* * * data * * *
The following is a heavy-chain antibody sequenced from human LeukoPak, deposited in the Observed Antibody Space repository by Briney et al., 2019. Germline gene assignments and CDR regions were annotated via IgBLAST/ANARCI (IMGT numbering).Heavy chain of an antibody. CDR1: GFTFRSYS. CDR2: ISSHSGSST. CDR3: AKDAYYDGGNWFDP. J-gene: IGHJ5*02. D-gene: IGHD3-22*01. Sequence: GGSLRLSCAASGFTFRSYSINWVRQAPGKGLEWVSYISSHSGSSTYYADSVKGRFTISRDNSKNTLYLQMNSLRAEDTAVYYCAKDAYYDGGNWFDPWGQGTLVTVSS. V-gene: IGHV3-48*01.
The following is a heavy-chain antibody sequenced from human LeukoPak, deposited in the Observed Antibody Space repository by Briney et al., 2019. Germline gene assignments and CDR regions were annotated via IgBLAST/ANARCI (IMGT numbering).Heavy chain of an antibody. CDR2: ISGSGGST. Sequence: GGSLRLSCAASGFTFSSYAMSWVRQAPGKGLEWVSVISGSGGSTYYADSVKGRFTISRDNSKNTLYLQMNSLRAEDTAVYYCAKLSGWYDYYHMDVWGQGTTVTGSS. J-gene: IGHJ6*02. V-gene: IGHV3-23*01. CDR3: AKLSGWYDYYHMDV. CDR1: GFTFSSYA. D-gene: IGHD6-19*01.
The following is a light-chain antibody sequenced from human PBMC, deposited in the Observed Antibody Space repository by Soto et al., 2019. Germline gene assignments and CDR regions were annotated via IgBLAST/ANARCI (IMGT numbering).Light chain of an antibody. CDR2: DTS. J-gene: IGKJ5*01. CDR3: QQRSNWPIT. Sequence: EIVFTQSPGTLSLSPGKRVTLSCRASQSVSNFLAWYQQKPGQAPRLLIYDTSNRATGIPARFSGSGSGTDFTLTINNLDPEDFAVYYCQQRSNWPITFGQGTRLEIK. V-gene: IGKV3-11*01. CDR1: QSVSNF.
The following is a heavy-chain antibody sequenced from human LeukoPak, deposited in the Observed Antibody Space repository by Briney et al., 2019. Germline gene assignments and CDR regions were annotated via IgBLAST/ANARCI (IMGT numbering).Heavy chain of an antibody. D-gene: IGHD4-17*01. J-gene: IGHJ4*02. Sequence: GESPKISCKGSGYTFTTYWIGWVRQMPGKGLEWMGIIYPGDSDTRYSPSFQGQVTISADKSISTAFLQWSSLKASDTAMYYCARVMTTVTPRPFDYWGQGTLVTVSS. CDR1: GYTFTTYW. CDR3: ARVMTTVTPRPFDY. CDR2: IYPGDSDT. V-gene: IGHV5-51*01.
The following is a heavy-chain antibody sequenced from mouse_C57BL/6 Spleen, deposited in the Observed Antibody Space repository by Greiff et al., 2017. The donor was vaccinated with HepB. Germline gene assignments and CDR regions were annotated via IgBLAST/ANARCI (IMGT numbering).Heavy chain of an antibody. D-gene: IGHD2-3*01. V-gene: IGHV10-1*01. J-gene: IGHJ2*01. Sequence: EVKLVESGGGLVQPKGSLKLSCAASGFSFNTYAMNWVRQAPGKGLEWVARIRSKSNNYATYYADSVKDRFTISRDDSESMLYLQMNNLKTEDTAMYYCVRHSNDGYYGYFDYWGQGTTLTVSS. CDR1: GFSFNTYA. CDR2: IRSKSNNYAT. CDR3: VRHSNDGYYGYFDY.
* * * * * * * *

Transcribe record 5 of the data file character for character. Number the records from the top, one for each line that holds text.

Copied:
The following is a heavy-chain antibody sequenced from mouse_C57BL/6 Spleen, deposited in the Observed Antibody Space repository by Greiff et al., 2017. The donor was vaccinated with HepB. Germline gene assignments and CDR regions were annotated via IgBLAST/ANARCI (IMGT numbering).Heavy chain of an antibody. D-gene: IGHD2-3*01. V-gene: IGHV10-1*01. J-gene: IGHJ2*01. Sequence: EVKLVESGGGLVQPKGSLKLSCAASGFSFNTYAMNWVRQAPGKGLEWVARIRSKSNNYATYYADSVKDRFTISRDDSESMLYLQMNNLKTEDTAMYYCVRHSNDGYYGYFDYWGQGTTLTVSS. CDR1: GFSFNTYA. CDR2: IRSKSNNYAT. CDR3: VRHSNDGYYGYFDY.